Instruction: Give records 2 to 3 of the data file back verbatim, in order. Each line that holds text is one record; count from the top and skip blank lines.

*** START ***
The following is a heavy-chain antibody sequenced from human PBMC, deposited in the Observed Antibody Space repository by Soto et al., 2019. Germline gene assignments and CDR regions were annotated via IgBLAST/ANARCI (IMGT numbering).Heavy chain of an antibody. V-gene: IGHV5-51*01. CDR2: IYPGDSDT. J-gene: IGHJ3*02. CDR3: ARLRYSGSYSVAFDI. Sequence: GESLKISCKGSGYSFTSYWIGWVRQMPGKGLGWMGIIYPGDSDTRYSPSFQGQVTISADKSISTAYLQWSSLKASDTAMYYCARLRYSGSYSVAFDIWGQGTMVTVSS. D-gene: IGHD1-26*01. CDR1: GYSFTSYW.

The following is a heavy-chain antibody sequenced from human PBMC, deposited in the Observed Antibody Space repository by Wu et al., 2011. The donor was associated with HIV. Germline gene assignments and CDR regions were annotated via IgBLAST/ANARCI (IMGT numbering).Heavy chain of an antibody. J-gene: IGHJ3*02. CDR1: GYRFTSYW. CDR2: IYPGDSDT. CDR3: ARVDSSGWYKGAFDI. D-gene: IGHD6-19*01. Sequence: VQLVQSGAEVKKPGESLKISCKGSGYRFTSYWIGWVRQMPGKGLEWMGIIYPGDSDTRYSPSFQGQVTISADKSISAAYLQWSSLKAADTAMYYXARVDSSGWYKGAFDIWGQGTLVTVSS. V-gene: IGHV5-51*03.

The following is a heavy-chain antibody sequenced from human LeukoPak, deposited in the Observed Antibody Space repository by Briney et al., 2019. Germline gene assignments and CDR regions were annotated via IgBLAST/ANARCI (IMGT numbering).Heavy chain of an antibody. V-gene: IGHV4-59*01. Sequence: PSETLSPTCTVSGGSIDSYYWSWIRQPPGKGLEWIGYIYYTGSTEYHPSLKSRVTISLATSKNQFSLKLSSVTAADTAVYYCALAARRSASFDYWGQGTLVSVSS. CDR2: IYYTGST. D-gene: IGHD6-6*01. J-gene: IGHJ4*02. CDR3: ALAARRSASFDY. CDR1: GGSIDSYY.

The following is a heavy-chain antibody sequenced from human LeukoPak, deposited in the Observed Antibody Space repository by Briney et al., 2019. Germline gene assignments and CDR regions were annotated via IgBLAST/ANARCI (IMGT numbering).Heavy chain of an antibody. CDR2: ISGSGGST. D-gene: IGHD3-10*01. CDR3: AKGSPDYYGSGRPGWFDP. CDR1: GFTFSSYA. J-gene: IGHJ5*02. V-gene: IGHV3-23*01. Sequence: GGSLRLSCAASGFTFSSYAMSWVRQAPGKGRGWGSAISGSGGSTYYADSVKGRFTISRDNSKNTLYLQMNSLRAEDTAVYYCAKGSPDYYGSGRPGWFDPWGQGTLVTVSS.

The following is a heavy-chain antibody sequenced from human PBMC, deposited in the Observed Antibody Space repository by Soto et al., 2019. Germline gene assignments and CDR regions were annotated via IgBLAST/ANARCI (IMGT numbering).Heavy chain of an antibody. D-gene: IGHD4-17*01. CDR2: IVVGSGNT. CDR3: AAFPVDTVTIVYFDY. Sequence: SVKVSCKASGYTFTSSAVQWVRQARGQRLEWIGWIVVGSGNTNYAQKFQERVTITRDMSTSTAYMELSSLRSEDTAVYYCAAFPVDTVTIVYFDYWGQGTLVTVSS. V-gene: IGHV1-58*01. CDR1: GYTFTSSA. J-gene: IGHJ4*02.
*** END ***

The following is a heavy-chain antibody sequenced from human PBMC, deposited in the Observed Antibody Space repository by Wu et al., 2011. The donor was associated with HIV. Germline gene assignments and CDR regions were annotated via IgBLAST/ANARCI (IMGT numbering).Heavy chain of an antibody. J-gene: IGHJ3*02. CDR1: GYRFTSYW. CDR2: IYPGDSDT. CDR3: ARVDSSGWYKGAFDI. D-gene: IGHD6-19*01. Sequence: VQLVQSGAEVKKPGESLKISCKGSGYRFTSYWIGWVRQMPGKGLEWMGIIYPGDSDTRYSPSFQGQVTISADKSISAAYLQWSSLKAADTAMYYXARVDSSGWYKGAFDIWGQGTLVTVSS. V-gene: IGHV5-51*03.

The following is a heavy-chain antibody sequenced from human LeukoPak, deposited in the Observed Antibody Space repository by Briney et al., 2019. Germline gene assignments and CDR regions were annotated via IgBLAST/ANARCI (IMGT numbering).Heavy chain of an antibody. V-gene: IGHV4-59*01. Sequence: PSETLSPTCTVSGGSIDSYYWSWIRQPPGKGLEWIGYIYYTGSTEYHPSLKSRVTISLATSKNQFSLKLSSVTAADTAVYYCALAARRSASFDYWGQGTLVSVSS. CDR2: IYYTGST. D-gene: IGHD6-6*01. J-gene: IGHJ4*02. CDR3: ALAARRSASFDY. CDR1: GGSIDSYY.